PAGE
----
类型:奇幻地区:莫桑比克剧发布:2020-10-22 09:40:32


“I beg a thousand pardons, my dear sister. In these three long pages I talk to you of nothing but my troubles and affairs. A strange abuse it would be of any other person’s friendship. But yours, my dear sister, is known to me; and I am persuaded that you are not impatient when I open to you my heart—a heart which is yours altogether, being filled with sentiments of the tenderest esteem, with which I am, my dearest sister, your“They then went away, often looking around to see if I kept my posture. I perceived well enough that they were making game of me; but I stood all the same like a wall, being full of fear. When the king turned round he gave a look at me like a flash of sunbeams glancing through you. He sent one of the gardeners to bring my papers. Taking them, he disappeared in one of the garden walks. In a few minutes he came back with my papers open in his hand, and waved with them for me to come nearer. I plucked up heart and went directly to him. Oh, how graciously this great monarch deigned to speak to me!

Voltaire, speaking of this conflict, says, “It was the most inconceivable and complete rout and discomfiture of which history433 makes any mention. Thirty thousand French and twenty thousand imperial troops were there seen making a disgraceful and precipitate flight before five battalions and a few squadrons. The defeats of Agincourt, Cressy, and Poitiers were not so humiliating.”110Here the young prince made the most solemn promises to try to regain his father’s favor. The king then asked: “Was it thou that temptedst Katte, or did Katte tempt thee?” Fritz promptly replied, “I tempted Katte.” “I am glad,” rejoined the king, “to hear the truth from you, at any rate.”

“Europe is under the necessity of taking some speedy resolution, things are in such a state of crisis. Like a fever in a human body, got to such a height that quinquina becomes necessary. Shall we apply to Vienna, your majesty?”

a a a. Russian Army. b b. Austrians, under Loudon. c c. Russian Abatis. d. Russian Wagenburg. e e. Position of Prussian Army Evening of 11th. f f. Vanguard, under Finck. g. Prussian Heavy Baggage. h. Attack of Prussian Grenadiers. i i. Prussian main Army. k k. Finck’s Line of Attack.Instantly, and “like a change of scene in the opera,” the Prussians were on the rapid march to the east in as perfect order as if on parade. Taking advantage of an eminence called James Hill, which concealed their movements from the allies, Frederick hurled his whole concentrated force upon the flank of the van of the army on the advance. He thus greatly outnumbered his foes at the point of attack. The enemy, taken by surprise in their long line of march, had no time to form.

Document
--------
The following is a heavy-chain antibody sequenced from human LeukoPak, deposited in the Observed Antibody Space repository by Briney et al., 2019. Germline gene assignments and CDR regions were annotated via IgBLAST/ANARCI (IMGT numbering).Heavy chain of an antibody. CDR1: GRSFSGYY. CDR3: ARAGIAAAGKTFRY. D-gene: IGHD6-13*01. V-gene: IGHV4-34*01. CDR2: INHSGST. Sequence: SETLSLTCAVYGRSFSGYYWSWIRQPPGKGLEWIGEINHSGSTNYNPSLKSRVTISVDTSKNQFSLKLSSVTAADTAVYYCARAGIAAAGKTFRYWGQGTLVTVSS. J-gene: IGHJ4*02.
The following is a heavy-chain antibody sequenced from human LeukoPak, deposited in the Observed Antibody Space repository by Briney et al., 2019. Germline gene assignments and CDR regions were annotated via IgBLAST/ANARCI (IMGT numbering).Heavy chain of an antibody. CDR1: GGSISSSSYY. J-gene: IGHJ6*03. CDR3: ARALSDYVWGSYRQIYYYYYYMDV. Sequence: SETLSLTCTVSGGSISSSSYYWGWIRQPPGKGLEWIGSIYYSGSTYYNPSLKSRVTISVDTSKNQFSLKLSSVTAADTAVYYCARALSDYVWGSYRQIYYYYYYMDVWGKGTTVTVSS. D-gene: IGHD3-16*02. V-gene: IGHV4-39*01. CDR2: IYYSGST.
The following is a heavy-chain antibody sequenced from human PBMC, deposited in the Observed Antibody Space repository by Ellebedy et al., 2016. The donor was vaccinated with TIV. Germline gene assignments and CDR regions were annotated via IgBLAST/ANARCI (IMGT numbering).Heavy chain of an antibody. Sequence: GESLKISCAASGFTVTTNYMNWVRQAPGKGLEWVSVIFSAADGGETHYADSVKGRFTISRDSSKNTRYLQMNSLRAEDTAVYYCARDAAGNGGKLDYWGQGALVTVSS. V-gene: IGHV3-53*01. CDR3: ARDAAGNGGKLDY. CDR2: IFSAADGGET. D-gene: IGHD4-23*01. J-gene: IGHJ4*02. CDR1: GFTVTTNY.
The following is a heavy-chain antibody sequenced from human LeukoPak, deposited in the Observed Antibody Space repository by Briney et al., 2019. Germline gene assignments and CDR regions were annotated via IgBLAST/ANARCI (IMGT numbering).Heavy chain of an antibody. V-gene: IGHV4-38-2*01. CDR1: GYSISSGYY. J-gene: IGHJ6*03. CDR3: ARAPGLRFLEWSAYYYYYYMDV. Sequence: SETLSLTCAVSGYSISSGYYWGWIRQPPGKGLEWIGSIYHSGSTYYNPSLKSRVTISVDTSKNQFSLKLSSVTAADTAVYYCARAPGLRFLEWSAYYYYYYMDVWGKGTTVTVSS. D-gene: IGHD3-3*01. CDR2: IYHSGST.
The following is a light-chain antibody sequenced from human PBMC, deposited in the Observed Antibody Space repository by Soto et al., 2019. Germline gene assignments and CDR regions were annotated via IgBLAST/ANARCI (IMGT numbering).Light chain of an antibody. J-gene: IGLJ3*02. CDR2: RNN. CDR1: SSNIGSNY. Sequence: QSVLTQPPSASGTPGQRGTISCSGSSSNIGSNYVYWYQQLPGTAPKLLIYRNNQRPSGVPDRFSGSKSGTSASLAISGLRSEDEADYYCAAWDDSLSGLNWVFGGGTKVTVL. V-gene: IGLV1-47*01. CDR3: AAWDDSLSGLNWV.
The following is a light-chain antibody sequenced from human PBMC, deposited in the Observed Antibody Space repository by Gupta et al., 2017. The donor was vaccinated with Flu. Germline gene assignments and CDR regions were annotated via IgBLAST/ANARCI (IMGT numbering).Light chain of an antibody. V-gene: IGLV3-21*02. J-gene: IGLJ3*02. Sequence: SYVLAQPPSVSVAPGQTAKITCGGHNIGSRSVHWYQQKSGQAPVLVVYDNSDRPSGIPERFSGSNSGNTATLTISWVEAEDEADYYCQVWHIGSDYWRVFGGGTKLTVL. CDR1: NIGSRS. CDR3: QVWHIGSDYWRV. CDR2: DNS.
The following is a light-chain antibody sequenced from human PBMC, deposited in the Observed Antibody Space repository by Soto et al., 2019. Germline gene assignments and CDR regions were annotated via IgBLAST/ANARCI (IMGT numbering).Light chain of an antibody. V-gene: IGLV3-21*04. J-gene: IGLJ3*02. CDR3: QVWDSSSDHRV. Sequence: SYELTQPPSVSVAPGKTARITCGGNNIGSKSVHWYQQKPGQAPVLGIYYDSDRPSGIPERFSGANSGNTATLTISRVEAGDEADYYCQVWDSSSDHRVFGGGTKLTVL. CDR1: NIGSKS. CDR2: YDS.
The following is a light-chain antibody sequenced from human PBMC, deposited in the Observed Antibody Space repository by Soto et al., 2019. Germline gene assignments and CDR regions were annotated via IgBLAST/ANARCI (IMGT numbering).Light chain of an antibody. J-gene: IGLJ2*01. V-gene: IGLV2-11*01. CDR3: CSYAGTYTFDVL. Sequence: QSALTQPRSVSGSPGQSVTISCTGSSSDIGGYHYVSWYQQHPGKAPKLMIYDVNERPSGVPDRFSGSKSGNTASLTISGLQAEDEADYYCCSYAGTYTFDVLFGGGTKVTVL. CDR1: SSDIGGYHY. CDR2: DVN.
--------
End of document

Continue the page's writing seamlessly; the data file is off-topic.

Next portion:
“My brother Henry has gone to see the Duchess of Gotha to-day. I am so oppressed with grief that I would rather keep my sadness to myself. I have reason to congratulate myself much on account of my brother Henry. He has behaved like an angel, as a soldier, and well toward me as a brother. I can not, unfortunately, say the same of the elder. He sulks at me, and has sulkily retired to Torgau, from which place he has gone to Wittenberg. I shall leave him to his caprices and to his bad conduct; and I prophesy nothing for the future unless the younger guide him.”After the battle of Chotusitz, Frederick called upon General Pallant, an Austrian officer, who was wounded and a prisoner. In the course of the conversation, General Pallant stated that France was ready at any moment to betray his Prussian majesty, and that, if he would give him six days’ time, he would furnish him with documentary proof. A courier was instantly dispatched to Vienna. He soon returned with a letter from Cardinal Fleury, the prime minister of Louis XV., addressed to Maria Theresa, informing her that, if she would give up Bohemia to the emperor, France would guarantee to her Silesia. Frederick, though guilty of precisely the same treachery himself, read the document with indignation, and assumed to be as much amazed at the perfidy as he could have been had he been an honest man.